“I hadn’t realised before how important these topics are, and it has been very interesting for me to understand Stora Enso’s approach to sustainability,” Xiong says today.
About half of Stora Enso’s total variable spend goes to ensuring we have enough of our renewable raw material – wood – while the other half goes towards things like chemicals, tools, and outsourced services to make the best out of that wood. Ensuring that all our over 20 000 suppliers are committed to sustainability is a challenge like no other, but by supporting them in this process we can help bring about powerful change. Every day this ambitious task is driven by our employees in charge of purchasing.
“It’s vital that you know the product or service you’re buying,” says Markus Koskinen, Procurement Manager in charge of domestic land transports from our mills in northern Finland. “Not only is it important to understand things like pricing and product quality, but a purchaser must also know what can be expected of the supplier – regarding human rights, for example.”
Following regulations for driving times and rest periods is a common labour rights challenge in the land transportation industry globally, and monitoring working hours is a priority also in Finland.
“The people driving the trucks that carry our cargo, and the people on the roads with them, must stay safe,” Koskinen says. “Our suppliers know this and they tell us what they can do to meet our needs without jeopardising anyone’s safety. A safe working environment is a top priority also at our mills and our customers’ sites where truck drivers deliver and pick up various loads.”
The Stora Enso Supplier Code of Conduct (SCoC) is the cornerstone of our approach to responsible sourcing. It is a legally binding document that imposes various sustainability requirements on our suppliers. All potential suppliers must commit to our SCoC, and since early 2018 they have also been required to provide data on their carbon dioxide emissions and safety performance when responding to our requests for pricing and other information.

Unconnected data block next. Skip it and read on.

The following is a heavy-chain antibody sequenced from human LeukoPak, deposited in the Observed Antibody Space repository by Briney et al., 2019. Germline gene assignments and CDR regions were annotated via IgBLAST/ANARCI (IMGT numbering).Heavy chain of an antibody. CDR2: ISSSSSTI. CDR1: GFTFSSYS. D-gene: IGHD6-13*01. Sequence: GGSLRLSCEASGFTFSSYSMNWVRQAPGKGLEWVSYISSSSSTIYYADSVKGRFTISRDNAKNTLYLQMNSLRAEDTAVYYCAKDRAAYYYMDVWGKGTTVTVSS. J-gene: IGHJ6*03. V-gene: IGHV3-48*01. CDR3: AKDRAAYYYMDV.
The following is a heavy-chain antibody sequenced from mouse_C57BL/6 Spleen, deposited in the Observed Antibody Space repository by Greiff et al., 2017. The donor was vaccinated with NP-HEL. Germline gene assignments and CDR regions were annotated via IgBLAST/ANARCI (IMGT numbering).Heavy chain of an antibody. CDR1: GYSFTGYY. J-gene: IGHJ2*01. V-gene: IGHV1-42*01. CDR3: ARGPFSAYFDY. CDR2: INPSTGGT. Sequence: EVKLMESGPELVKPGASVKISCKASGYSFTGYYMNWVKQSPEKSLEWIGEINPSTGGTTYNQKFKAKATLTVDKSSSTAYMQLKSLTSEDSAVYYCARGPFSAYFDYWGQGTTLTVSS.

“In China, international companies are familiar with these types of requirements,” says Eric Xiong. “But smaller local companies are often not and while they want to be better, we still need to push them to make the right improvements. Then there are some companies that don’t want to improve their operations – we cannot and do not do business with them.”
In his work, Xiong works with suppliers of chemicals, pulp, and coal. He visits their sites to discuss sustainability topics and sometimes to attend third-party audits.
“One challenge we encounter on a regular basis is the lack of complete records on human resources,” Xiong says. “We check supplier records for things like working hours, accident statistics, and labour policies. But the most important part of supplier visits is to see and hear for ourselves what’s going on. If the records are not complete or we find a violation, we discuss it with the supplier, set corrective action plans, and follow up within an agreed timeframe.”
“When our team was visiting a potential supplier this spring, we found a warehouse for dangerous chemicals located on the first floor of their staff dormitory – in the immediate presence of people,” Xiong describes. “This is absolutely unacceptable from a safety perspective. We told the supplier that they must move the warehouse if they want to do business with us. They did that, so now we are moving forward with the negotiations.”
If an existing Stora Enso supplier is not willing to make improvements to findings, we terminate the contract. Luckily, no contracts needed to be terminated in 2017.